5. World History Encyclopedia, 2011, s.v. “Mesoamerican Ball Courts – Fusing Game and Religion,” by Alfred J. Andrea and Carolyn Neel.

70 Responses

  1. This was a really interesting article. This reminded me of a movie I watched several years ago that involved the ball court, but not the sacrifice. What caught my eye was how the Mesoamerican ballgames were used as a sacrifice and to entertain the gods. It is so interesting how a ball game still brings communities together and people still gamble with them.

  2. What an interesting game, while it may have a brutal history behind it. This game sounds like any other sports game, such as soccer, but without the losers be sacrificed to the gods. This reminds me of the colosseum is a way that it was a crowd cheering a victor in such that the loser would get slain to make the victor be the champion

  3. Throughout time there have been so many different types of religious sacrifices and ceremonies but I believe that this one is one of the scariest. The fast that the players chosen would harm themselves to the point of internal bleeding while playing this game, in order to not be sacrificed, is very scary. What’s even scarier is that 1300 courts were found across Mesoamerica.

  4. Wow, it’s so crazy that losers of this mesoamerican ball game would be sacrificed to the gods! Though it was interesting to read about this odd game, I don’t think I would risk my life, or being injured just to play it. When I read that the impact alone could cause internal bleeding or even death, I was in shock. I really liked this article, it was interesting and quite fascinating to read about games from the past.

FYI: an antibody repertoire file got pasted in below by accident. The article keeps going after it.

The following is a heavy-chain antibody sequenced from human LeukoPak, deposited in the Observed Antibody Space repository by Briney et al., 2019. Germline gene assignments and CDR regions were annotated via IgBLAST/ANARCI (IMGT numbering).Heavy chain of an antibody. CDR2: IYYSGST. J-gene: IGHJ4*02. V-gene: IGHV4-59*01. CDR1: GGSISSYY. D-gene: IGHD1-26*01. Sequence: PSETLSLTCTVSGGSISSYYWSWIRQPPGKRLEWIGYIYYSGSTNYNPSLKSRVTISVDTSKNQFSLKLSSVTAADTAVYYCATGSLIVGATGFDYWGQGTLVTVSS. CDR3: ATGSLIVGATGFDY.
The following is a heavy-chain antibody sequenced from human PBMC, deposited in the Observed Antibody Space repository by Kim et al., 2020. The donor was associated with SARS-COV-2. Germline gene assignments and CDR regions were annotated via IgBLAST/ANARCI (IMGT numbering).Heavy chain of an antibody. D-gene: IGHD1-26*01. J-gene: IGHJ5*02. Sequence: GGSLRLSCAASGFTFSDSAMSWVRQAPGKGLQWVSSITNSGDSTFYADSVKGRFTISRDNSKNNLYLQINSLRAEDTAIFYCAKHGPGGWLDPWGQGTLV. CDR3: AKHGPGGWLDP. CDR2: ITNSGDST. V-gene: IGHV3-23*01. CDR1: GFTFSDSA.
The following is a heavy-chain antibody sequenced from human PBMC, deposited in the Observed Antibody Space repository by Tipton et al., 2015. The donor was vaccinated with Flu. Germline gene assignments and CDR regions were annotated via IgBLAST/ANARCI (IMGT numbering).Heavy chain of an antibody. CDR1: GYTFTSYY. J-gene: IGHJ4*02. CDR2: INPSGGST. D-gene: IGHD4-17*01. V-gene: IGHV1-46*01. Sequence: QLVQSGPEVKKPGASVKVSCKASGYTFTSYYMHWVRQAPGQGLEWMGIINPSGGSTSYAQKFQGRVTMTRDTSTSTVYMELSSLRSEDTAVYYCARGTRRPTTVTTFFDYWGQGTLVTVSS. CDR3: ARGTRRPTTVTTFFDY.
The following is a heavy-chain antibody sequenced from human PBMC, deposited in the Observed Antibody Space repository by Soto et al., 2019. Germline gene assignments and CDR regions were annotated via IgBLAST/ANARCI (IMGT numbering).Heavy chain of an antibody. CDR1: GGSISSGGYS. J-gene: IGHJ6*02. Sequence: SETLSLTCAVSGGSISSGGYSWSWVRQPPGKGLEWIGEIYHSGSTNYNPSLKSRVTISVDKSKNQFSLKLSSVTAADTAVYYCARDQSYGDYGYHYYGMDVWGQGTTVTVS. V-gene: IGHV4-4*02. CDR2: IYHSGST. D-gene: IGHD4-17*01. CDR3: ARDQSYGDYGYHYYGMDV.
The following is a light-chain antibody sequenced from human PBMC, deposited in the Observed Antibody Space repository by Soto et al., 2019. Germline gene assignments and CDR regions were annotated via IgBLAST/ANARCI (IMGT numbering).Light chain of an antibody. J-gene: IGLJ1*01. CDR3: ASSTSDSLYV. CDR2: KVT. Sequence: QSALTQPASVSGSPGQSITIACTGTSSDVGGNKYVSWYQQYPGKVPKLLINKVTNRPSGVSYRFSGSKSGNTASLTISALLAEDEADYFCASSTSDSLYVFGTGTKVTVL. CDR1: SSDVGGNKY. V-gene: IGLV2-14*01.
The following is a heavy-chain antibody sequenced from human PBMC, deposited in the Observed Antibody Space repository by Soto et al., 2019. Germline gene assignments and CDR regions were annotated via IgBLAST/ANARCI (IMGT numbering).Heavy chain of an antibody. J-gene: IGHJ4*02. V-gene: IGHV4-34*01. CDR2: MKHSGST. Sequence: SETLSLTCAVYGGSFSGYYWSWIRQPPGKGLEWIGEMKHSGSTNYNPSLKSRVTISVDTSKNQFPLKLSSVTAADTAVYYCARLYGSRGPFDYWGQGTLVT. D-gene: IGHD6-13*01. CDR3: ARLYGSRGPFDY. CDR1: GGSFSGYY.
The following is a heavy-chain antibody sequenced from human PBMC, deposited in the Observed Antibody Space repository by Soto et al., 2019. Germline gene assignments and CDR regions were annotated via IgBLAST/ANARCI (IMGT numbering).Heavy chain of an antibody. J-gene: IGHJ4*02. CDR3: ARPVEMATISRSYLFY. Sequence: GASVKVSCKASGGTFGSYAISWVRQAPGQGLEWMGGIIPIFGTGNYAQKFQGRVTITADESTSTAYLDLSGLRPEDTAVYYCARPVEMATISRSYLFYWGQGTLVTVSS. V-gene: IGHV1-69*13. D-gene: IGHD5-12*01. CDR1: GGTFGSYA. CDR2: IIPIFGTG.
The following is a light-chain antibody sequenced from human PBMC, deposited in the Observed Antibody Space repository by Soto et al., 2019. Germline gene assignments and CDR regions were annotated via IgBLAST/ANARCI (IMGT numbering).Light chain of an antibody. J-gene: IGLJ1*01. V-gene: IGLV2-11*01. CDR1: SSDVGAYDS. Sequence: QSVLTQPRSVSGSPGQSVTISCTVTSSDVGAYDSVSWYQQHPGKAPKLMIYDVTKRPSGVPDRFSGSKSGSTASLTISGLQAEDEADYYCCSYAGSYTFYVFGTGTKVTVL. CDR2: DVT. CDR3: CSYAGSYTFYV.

5. I think this Mesoamerican ball game falls between the Roman Gladiatorial games and modern Basketball. It was both dangerous to the player and required great amounts of skill to get a ball through a hoop. Thankfully, modern ball players aren’t used for religious sacrifices but do sometimes get injured from intense play.

  6. This is an incredible article, and enjoyable to read! I had the opportunity to visit The Great Chichen Itza Ball Court, and it was amazing, I could only imagine how hard it was to play this game and how difficult must be to score one those rings since the dimensions of the court are enormous. The fact that intrigues me the most about El Juego de Pelota is that it had a deeper meaning than just being a sport, and in fact, for the Mayas in that time it was an honor to be sacrificed to death since only the person who scored for the wining team had the “privilege” to make their Gods happy.